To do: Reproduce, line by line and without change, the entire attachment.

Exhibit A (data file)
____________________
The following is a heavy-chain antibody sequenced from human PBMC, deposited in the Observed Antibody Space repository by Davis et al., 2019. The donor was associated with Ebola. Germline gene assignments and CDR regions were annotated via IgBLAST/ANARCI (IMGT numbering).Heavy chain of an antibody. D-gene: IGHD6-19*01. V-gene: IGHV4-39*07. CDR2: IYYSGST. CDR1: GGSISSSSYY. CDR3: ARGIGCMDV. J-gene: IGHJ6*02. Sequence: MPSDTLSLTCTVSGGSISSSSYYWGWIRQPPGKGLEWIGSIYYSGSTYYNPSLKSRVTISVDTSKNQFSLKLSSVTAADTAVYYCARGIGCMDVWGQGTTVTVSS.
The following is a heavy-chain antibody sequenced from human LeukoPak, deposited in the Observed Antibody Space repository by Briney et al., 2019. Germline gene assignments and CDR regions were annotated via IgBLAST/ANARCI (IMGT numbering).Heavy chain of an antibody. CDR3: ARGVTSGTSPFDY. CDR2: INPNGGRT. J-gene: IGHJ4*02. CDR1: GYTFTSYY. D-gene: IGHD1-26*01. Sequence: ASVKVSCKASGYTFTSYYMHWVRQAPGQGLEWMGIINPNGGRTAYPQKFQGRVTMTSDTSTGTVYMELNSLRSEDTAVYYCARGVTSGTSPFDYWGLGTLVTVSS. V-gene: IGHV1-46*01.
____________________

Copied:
The following is a heavy-chain antibody sequenced from human PBMC, deposited in the Observed Antibody Space repository by Davis et al., 2019. The donor was associated with Ebola. Germline gene assignments and CDR regions were annotated via IgBLAST/ANARCI (IMGT numbering).Heavy chain of an antibody. D-gene: IGHD6-19*01. V-gene: IGHV4-39*07. CDR2: IYYSGST. CDR1: GGSISSSSYY. CDR3: ARGIGCMDV. J-gene: IGHJ6*02. Sequence: MPSDTLSLTCTVSGGSISSSSYYWGWIRQPPGKGLEWIGSIYYSGSTYYNPSLKSRVTISVDTSKNQFSLKLSSVTAADTAVYYCARGIGCMDVWGQGTTVTVSS.
The following is a heavy-chain antibody sequenced from human LeukoPak, deposited in the Observed Antibody Space repository by Briney et al., 2019. Germline gene assignments and CDR regions were annotated via IgBLAST/ANARCI (IMGT numbering).Heavy chain of an antibody. CDR3: ARGVTSGTSPFDY. CDR2: INPNGGRT. J-gene: IGHJ4*02. CDR1: GYTFTSYY. D-gene: IGHD1-26*01. Sequence: ASVKVSCKASGYTFTSYYMHWVRQAPGQGLEWMGIINPNGGRTAYPQKFQGRVTMTSDTSTGTVYMELNSLRSEDTAVYYCARGVTSGTSPFDYWGLGTLVTVSS. V-gene: IGHV1-46*01.